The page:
I’m a fan of Black History Month, because I’m a fan of being intentional. I say this a lot in the community we live in, that we need to intentionally carve out time and space for things to occur, until they become a natural part of what we do. Until the integration and celebration of Black History is as much a part of the education of every student as any sort of euro-centric history, until that is true, there will be a need for Black History Month.
It was suggested on a podcast I was listening to recently that Black History Month should serve as an assessment time, as a chance to give our society a report card on how we’ve done in the past year as it relates to racial integration and race relations, in our current and historical context.
So, on this years annual report card (for the year 2006), I’m giving our society a big fat D-. If you want more of the details, the best place to get them would be Racalicious’ great posts on Race and Pop Culture Trends of 2006: (Part 1, Part 2, Part 3)

Let’s see if we can do better next year people.

Already Forgotten?

note: originally posted in January 2005 in the student newspaper at Wheaton College

Already Forgotten

It’s Friday now, five days after the anniversary of Dr. Martin Luther King Jr.’s Birthday, and like many of us, besides rejoicing that it’s only a four day week, you have not given his legacy a second thought. If upon reflecting on King and his legacy, you only naively rejoiced that his “dream” has been accomplished, but did not weep at the complacency of, We, the Church in carrying out the work that Dr. King, in Christ, called us to; to bring Justice for the poor and oppressed, you are deceived.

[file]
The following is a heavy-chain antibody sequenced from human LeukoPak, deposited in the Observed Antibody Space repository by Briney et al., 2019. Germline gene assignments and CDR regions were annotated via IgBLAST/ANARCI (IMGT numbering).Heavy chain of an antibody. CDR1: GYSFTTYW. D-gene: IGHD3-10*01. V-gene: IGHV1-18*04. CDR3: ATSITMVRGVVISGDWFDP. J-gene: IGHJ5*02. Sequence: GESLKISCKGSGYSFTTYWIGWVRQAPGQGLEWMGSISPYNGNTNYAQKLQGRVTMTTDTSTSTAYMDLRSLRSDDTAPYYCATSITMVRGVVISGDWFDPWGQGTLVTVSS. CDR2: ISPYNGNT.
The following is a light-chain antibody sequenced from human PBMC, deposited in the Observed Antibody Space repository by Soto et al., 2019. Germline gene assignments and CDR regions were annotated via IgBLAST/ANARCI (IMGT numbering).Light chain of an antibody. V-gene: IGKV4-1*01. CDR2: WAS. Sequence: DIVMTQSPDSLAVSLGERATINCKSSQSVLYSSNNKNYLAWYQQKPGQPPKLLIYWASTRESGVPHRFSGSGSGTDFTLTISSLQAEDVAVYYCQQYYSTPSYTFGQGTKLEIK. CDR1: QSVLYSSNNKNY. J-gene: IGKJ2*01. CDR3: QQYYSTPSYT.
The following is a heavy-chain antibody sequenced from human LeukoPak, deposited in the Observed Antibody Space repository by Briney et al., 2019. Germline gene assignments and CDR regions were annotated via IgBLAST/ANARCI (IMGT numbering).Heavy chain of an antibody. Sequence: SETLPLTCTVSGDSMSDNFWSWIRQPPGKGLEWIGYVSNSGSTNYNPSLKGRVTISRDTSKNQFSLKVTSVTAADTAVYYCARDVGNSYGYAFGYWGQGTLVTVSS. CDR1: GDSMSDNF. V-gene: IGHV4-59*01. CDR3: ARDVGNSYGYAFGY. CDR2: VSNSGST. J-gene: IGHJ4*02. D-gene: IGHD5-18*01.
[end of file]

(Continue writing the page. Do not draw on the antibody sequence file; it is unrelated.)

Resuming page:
The more I have learned about Dr. King the more I am shocked and disappointed at the lack of attention we give to this great hero of the Christian faith. Wheaton College, a school founded by abolitionists should know well the importance of standing up against injustice and for freedom. Dr. King stood bold as a Christian against the injustice of his day and we need to be challenged by this modern prophet of Christ to do the same.
It’s a wonderful thing to see that every year hundreds of students at Wheaton participate in ministries through CSC and their churches. Many of the ministries involve working with youth anywhere from near by Carol Stream to the city of Chicago. These sorts of ministries are tangible ways many students find to share the love of Christ with others. But this alone is inefficient and insufficient. We must not forget King’s example and stand against the systems that are persisting
You might have heard this story before. There was a community that built a school on the edge of a cliff. Upon discovering that a number of students where injured seriously from falling off the cliff, the community decided to build a emergency room at the bottom of the cliff. Though this did help care for the situation, it was reactive toward the outcome of the problem and did not deal with the root. Why did they not build a fence?!